Fiction Reviews

Sleeping Late on Judgement Day

(2014) Tad Williams, Hodder, £8.99, pbk, viii + 439pp, ISBN 978-1-444-73867-4


Following on from The Dirty Streets of Heaven and Happy Hour in Hell it is the end, the very end, for end is nigh, so Bobby Dollar sometimes known as the angel Doloriel had better not be caught 'Sleeping Late on Judgement Day', because for him the end is nigh.

It is like that old song When a Man Loves A Woman but this time it’s 'When An Angel Loves a Demon' which is a real rule breaker, time for a whole album full of blues songs that Bobby Dollar can sing for he’s loved and lost the demon of his dreams, namely Caz, otherwise known as the Countess of Cold Hands and even went to Hell to try and save her, running up against his arch-enemy, and one of the Four Horseman of the Apocalypse, the demon Eligor. Now he’s back on the mean streets of his old stomping ground San Judas, California which is a long way from Heaven and Hell or the mysterious The Third Way, but what is that exactly? There has been enough tantalising hints to tempt Bobby to dig deeper but he’s had other things on his mind lately, but like it or not if he’s going to survive he’s going to have delve deeper into the secrets of this mysterious place which both demons and angels have hinted it.

Yep, when places like Heaven and Hell have been around long enough then things become a bit confused, and angels become jaded, and hard of heart, even cruel, while demons, of all people, or rather, creatures, start to show traits that might even be considered compassion, even mercy and as we’ve learned in the last novel some of them aren’t very happy with their lot in the respective afterlives. When you’ve also been around as long as Bobby and had the role of Advocate you make a lot of enemies, including some very powerful ones who decide the time is right to strike. If Bobby is going to survive he’s going to have to pull in a few favours and call on angels both old and new, the odd demon and some Scythian Amazons who are very handy in a fight. Maybe this book is slightly less PC (politically correct) than the two previous books in the series and more black and white in terms of the use to which Williams puts some celestial entities, especially those taken from other cultures and religions which may cause a few grumbles, particularly from readers hailing from other parts of world, or you can just ignore this and jump on for another very entertaining ride which consists of an prologue and epilogue and some forty nine fast-paced chapters shoe-horned in between.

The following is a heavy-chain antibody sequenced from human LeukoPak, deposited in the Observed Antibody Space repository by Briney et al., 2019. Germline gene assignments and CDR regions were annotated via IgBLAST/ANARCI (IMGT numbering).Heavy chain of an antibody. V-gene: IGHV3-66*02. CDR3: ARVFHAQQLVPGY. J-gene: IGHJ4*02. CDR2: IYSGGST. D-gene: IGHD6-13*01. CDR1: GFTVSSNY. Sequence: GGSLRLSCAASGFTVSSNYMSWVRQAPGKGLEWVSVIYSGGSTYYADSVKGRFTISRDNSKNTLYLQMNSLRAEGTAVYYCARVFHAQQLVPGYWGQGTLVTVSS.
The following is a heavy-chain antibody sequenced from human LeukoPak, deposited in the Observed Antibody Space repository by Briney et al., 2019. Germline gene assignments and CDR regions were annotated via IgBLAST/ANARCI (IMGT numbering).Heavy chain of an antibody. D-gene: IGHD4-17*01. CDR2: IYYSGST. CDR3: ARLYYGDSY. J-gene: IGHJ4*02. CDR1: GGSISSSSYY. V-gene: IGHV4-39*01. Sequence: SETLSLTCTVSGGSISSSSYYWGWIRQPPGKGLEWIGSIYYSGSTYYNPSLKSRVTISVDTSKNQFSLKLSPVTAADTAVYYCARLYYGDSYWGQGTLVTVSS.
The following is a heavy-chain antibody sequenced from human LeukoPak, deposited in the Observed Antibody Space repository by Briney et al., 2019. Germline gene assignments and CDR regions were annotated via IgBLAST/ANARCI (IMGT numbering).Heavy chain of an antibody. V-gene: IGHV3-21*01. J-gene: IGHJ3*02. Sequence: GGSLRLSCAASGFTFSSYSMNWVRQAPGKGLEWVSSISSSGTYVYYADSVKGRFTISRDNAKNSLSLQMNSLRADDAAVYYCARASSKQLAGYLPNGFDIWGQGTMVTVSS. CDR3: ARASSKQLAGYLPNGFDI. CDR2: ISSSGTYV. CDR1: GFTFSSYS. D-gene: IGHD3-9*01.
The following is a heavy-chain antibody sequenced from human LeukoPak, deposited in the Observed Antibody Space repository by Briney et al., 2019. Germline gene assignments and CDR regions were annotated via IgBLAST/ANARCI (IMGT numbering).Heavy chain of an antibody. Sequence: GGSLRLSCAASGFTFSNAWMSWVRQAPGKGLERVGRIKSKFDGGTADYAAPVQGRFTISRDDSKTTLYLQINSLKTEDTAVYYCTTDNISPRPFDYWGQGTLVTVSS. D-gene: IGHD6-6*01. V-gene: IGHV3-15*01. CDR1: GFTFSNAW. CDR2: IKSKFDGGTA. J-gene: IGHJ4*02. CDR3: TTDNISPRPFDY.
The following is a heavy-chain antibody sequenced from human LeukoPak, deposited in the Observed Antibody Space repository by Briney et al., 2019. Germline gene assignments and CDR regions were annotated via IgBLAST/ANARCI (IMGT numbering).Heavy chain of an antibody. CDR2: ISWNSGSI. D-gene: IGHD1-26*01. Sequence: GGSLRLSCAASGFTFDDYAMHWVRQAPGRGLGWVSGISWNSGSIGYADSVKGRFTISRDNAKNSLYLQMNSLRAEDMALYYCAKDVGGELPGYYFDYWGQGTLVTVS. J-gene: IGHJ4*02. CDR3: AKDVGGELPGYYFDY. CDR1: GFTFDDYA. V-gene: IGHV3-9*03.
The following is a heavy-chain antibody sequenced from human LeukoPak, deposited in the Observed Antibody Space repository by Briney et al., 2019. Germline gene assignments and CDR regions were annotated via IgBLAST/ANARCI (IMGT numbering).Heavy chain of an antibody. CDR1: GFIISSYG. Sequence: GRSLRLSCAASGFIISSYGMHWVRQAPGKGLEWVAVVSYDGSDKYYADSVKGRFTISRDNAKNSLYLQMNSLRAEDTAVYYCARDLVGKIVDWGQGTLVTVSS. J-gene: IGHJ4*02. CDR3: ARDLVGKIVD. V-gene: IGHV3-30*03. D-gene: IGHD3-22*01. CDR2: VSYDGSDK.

Williams has proved in the previous books in the series that he can do noir, and layers upon layers of conspiracies, as well as creating a canvas filled with interesting and novel characters and he can also do funny, in a hardboiled, one-liner sort of way and if you want to see how gunny he can be check out his Best of… short story collection and the hilarious Every Fuzzy Beast of the Earth, Every Pink Fowl of the Air, strangely enough it also involves angels and their Creator, and his daughter trying to sort out the mess that is the Garden of Eden – hey, there’s a first time for everything so give the old God a break. This book brings the trilogy to an end there are enough dangling plot lines and unanswered questions to allow Williams the opportunity if he wants to pick up the reins again and delve into Bobby’s past and his future for further adventures, but I suspect as Williams writing career takes him back to the fantasy world he is most famous for, then we’ll just have to wait a while before we walk the means streets of San Judas, or anywhere else in the company of Bobby Dollar, shame. Fans of the series will enjoy the last of the trilogy, and new readers – if they are into things like Jim Butcher’s Harry Dresden books, or like the Heaven vs. Hell shenanigans taking place in Supernatural - should get themselves a copy of The Dirty Streets of Heaven and start from there.

Ian Hunter

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